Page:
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Lumbar plexus is formed by the union of ventral rami of T12, L1, L2, L3 spinal nerves and the larger upper division of L4 lumbar spinal nerves. Variations in the normal anatomy of the lumbar and sacral plexus might be seen in some cases and are reported in the literature, but finding such an unusual case comprising of multiple variations which is normally not expected in a clinical setup, proves to be a vital piece of information for clinicians and medical practitioners. During the dissection of the abdomen and pelvis of an approximately 70 year old cadaver, we observed the following variations in the formation of the lumbar and sacral nerves. 1. The genitofemoral nerve bifurcated at a higher level; genital branch of genitofemoral nerve gave branches to the anterior abdominal wall muscles, 2. A communicating branch was given from the lateral cutaneous nerve of thigh to the medial cutaneous nerve of thigh, 3. A muscular branch was given from femoral nerve to psoas major, 4. There was absence of contribution of L4 spinal nerve in the formation of the lumbosacral trunk and 5. Lumbosacral trunk gave communicating branches to the femoral and obturator nerves. Most of the variations found were rare and finding all the above said variations in a single cadaver is even rare. Documentation of such rare cases with multiple variations in the formation of nerves from the lumbar plexus provides vital information on such occurrences. This information would in turn improve the knowledge of clinicians and surgeons dealing with this region. Emphasizing such knowledge of this region would prevent accidental damage to the structures with a variant anatomy.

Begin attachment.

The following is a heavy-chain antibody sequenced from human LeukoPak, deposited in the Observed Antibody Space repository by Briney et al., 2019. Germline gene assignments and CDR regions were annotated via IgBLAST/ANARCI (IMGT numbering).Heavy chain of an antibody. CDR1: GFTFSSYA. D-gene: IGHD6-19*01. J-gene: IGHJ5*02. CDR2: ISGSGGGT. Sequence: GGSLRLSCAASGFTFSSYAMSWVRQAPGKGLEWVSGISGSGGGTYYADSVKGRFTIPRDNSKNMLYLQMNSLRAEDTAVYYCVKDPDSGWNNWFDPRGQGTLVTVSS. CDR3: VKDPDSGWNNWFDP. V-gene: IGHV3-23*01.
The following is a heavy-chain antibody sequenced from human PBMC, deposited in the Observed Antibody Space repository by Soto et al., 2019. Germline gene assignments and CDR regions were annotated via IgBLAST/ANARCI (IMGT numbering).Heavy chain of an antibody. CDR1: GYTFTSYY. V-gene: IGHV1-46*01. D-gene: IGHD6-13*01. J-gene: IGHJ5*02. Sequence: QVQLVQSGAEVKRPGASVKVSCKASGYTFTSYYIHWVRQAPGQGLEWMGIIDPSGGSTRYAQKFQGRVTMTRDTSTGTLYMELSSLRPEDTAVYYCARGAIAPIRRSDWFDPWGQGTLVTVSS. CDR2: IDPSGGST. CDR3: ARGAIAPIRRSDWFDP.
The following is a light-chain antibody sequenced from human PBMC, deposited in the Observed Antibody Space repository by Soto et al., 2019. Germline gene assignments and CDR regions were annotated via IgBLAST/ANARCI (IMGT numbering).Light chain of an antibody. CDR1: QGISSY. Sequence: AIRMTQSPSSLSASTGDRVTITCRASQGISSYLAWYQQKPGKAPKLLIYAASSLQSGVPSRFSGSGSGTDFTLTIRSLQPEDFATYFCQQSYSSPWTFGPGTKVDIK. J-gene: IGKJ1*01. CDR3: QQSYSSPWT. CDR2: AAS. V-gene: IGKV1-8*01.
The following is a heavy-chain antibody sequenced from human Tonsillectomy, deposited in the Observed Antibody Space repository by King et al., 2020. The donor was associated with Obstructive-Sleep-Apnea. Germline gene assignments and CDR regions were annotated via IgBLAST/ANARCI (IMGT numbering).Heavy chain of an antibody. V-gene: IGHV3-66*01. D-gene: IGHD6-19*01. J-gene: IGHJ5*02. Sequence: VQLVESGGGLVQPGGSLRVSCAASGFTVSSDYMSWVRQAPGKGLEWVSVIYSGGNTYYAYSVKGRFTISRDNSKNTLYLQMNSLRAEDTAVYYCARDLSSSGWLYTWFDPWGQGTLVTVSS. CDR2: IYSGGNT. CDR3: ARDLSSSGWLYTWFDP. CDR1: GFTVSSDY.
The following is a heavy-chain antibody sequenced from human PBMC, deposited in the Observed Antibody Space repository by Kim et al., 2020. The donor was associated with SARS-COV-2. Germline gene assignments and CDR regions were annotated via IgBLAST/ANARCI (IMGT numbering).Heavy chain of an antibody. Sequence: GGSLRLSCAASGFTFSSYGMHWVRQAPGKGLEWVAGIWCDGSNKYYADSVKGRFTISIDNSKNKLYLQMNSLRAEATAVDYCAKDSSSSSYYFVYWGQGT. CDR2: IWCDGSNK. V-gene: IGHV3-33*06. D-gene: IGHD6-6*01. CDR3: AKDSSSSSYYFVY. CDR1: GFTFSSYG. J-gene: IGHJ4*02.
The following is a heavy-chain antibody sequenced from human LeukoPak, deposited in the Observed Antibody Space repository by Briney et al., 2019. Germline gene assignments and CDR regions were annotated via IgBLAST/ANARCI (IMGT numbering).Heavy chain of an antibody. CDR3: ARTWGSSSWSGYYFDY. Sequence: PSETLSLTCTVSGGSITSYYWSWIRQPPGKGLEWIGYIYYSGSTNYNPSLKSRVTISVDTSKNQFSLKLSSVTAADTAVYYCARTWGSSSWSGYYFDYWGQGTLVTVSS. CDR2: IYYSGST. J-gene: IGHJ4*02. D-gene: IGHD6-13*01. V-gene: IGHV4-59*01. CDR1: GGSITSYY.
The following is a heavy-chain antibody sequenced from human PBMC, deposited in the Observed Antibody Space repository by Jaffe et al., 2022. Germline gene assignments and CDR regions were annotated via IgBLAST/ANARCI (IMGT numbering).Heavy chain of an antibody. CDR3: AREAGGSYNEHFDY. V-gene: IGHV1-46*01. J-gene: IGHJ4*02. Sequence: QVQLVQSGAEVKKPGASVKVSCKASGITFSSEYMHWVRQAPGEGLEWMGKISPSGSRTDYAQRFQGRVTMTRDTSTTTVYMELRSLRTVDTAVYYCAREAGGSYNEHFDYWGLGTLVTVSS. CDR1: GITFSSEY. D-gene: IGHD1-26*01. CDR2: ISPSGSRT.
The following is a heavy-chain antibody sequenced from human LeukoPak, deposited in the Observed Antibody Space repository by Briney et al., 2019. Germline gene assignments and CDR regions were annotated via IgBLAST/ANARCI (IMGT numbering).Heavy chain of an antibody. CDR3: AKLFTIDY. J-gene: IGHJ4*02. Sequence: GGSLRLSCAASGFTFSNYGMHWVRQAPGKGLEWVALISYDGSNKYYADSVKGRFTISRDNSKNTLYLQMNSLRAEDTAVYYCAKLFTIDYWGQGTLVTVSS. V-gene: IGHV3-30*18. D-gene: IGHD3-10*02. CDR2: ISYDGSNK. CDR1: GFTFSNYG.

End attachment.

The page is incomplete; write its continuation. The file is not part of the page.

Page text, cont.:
Keywords: femoral nerve, genitofemoral nerve, lumbar plexus, lumbosacral trunk

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83 Pain and Lumbar Muscle Activation before and after Functional Task in Nonspecific Chronic Low Back Pain

Authors: Lídia E. O. Cruz, Adriano P. C. Calvo, Renato J. Soares, Regiane A. Carvalho

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Individuals with non-specific chronic low back pain may present altered movement patterns during functional activities. However, muscle behavior before and after performing a functional task with different load conditions is not yet fully understood. The aim of this study is to analyze lumbar muscle activity before and after performing the functional task of picking up and placing an object on the ground (with and without load) in individuals with nonspecific chronic low back pain. 20 subjects with nonspecific chronic low back pain and 20 healthy subjects participated in this study. A surface electromyography was performed in the ilio-costal, longissimus and multifidus muscles to evaluate lumbar muscle activity before and after performing the functional task of picking up and placing an object on the ground, with and without load. The symptomatic participants had greater lumbar muscle activation compared to the asymptomatic group, more evident in performing the task without load, with statistically significant difference (p = 0,033) between groups for the right multifidus muscle. This study showed that individuals with nonspecific chronic low back pain have higher muscle activation before and after performing a functional task compared to healthy participants.

Keywords: chronic low back pain, functional task, lumbar muscles, muscle activity

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82 Variations in the 7th Lumbar (L7) Vertebra Length Associated with Sacrocaudal Fusion in Greyhounds

Authors: Sa`ad M. Ismail, Hung-Hsun Yen, Christina M. Murray, Helen M. S. Davies